We note that the above guidance of NAIH was adopted pre-GDPR, therefore some of the requirements set out by it could be questioned under the new rules (including specifying the persons having access to the data internally and the data security measures in the data protection notice). The upcoming practice of NAIH will decide, whether any additional requirements would be enforced by NAIH besides those laid down in the GDPR.
Organisations shall formulate their data protection notices in a language understandable to the affected persons. In case of an application also addressed to individuals living/residing in Hungary, the data protection notice of such application shall (also) be in Hungarian language. https://www.naih.hu/files/NAIH-2018-3878-allasfoglalas.pdf
For employment-related data processing, NAIH considers that consent has a proper legal basis only if it provides benefits for employees. Otherwise, employers must rely on another legal basis, such as processing necessary for compliance with a legal obligation or legitimate interest of the employer.
Data subject rights
The provisions of the GDPR apply.
The Info Act provides that individuals can seek effective judicial remedy at the court when their data protection rights are infringed and without prejudice to any available administrative or non-judicial remedy (e.g. complaint to NAIH). In Hungary, the competent court is the tribunal (törvényszék) of the domicile or habitual residence of the claimant. In addition to the payment of the individual’s direct and indirect damages, the court can also impose a general compensation fee for the infringement of the individual’s right to data protection as personality right (sérelemdíj). The court can also publish its judgment with the identification of the data controller or the data processor if the infringement is affecting a large scale of individuals, the infringer is carrying out public tasks, or the gravity of the infringement requires the publication. The Info Act authorises NAIH to join any litigation to facilitate the winning of an individual.
Processing by third parties
The provisions of the GDPR apply.
Transfers out of country
The provisions of the GDPR apply.
Before 25 May 2018, data controllers had to keep an internal data transfer registry for the verification of the legitimacy of data transfers and for providing information to the data subject. The internal data transfer registry must contain the date, legal basis and addressee of the data transfer, together with the scope of the data transferred and any other data required by law.
Data Protection Officer
The provisions of the GDPR apply. Data controllers and data processors shall publish the contact details of their data protection officers and communicate them to NAIH through the Data Protection Officer Reporting System.
The provisions of the GDPR apply.
The provisions of the GDPR apply. Data controllers shall notify personal data breaches to NAIH through the Personal Data Breach Reporting System. The reporting form is also available on NAIH’s website in paper form, if a company wants to report the breach on paper.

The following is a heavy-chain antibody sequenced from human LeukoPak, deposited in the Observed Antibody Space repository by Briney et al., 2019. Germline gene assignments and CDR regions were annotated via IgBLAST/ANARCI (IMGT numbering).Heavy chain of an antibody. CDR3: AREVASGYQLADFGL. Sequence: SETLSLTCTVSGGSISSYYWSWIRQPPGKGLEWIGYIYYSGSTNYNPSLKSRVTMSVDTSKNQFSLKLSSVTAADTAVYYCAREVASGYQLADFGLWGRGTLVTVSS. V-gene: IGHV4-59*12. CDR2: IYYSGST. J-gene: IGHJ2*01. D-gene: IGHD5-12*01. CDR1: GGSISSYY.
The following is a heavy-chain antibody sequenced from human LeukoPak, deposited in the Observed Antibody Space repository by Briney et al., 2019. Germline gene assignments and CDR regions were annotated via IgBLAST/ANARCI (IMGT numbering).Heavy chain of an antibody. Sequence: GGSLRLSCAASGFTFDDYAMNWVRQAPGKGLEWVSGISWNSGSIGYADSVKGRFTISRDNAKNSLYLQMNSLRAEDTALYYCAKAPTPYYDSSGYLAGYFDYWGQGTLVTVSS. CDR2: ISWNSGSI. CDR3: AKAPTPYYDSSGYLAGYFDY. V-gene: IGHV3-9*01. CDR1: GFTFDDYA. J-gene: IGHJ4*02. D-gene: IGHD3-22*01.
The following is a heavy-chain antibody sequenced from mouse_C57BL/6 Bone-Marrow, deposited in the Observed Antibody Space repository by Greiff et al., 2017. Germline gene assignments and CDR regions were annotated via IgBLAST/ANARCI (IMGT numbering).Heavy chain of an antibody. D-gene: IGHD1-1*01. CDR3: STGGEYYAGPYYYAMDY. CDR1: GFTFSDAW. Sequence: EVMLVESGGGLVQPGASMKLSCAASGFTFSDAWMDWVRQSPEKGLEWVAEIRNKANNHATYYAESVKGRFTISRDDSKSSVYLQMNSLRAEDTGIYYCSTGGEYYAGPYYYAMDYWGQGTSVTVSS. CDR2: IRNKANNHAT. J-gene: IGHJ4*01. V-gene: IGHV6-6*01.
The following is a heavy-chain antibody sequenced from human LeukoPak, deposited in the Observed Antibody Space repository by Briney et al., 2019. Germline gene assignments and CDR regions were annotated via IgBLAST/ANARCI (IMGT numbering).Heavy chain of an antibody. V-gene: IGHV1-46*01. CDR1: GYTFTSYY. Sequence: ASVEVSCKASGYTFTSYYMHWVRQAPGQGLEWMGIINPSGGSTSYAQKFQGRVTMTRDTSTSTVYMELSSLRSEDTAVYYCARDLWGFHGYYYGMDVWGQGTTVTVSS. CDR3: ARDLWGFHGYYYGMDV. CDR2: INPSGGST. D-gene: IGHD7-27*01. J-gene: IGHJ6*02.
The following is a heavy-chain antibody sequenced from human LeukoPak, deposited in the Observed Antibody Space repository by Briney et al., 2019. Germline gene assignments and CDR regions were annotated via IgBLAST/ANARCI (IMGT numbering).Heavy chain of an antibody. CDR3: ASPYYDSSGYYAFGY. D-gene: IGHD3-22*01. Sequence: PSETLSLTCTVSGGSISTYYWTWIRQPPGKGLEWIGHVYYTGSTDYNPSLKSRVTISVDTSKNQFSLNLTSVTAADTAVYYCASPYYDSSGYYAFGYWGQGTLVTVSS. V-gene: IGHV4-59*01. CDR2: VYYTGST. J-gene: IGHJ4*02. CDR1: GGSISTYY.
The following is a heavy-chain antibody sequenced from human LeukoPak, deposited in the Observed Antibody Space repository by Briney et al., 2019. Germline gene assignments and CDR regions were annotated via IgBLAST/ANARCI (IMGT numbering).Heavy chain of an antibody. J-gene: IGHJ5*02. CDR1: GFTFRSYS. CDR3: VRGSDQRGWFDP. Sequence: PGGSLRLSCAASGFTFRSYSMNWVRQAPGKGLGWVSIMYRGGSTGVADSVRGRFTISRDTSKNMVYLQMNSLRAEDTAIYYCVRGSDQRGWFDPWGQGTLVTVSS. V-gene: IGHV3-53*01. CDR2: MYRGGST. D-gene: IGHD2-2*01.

In line with the Commission Regulation (EU) No 611/2013, electronic communications service providers have specific mandatory data security breach notification obligations.
In line with the above, electronic communications service providers also have to comply with their reporting, documentation and information obligations required by electronic communication laws besides their obligations under the GDPR.
Before 25 May 2018, Hungary clearly operated an “opt-in” regime for direct marketing communications. Currently, the rules of GDPR apply, meaning that in certain cases, data controller may send direct marketing messages on an “opt-out” basis. However, the Advertising Act has still not been amended to guarantee harmonisation with the GDPR, causing uncertainty in this matter.
With regard to the above, under the current rules of the Advertising Act, data controllers may send advertisements to private individual end-users in Hungary by e-mail or similar electronic channels only with the express prior consent of the addressee.
Consents for individual marketing activities must contain the name, place and date of birth (if the marketing can be targeted only for people above a certain age), and the list of the consumer’s personal data which are processed in relation to the marketing.
Consent must also state that it is provided voluntarily, on the basis of adequate information provided to the consumer.
In all cases, end-users must be expressly informed in all individual marketing communications of the opportunity to freely opt-out of the communications and be given the relevant contact details (e.g. postal and e-mail address) where they can do so. This statement is usually inserted in the footer of the marketing communications.
If the consent is provided in a contract or in general terms, it must be provided separately from the main text – e.g. via the acceptance of a separate consent box. It cannot be a precondition to the contracting or receipt of a service, such as a webshop.
If the advertiser offers added value, provided that the addressee consents to receiving direct marketing messages, no separate consent box may be needed – e.g. if the addressee is given the opportunity to participate in a game or use free e-mail services.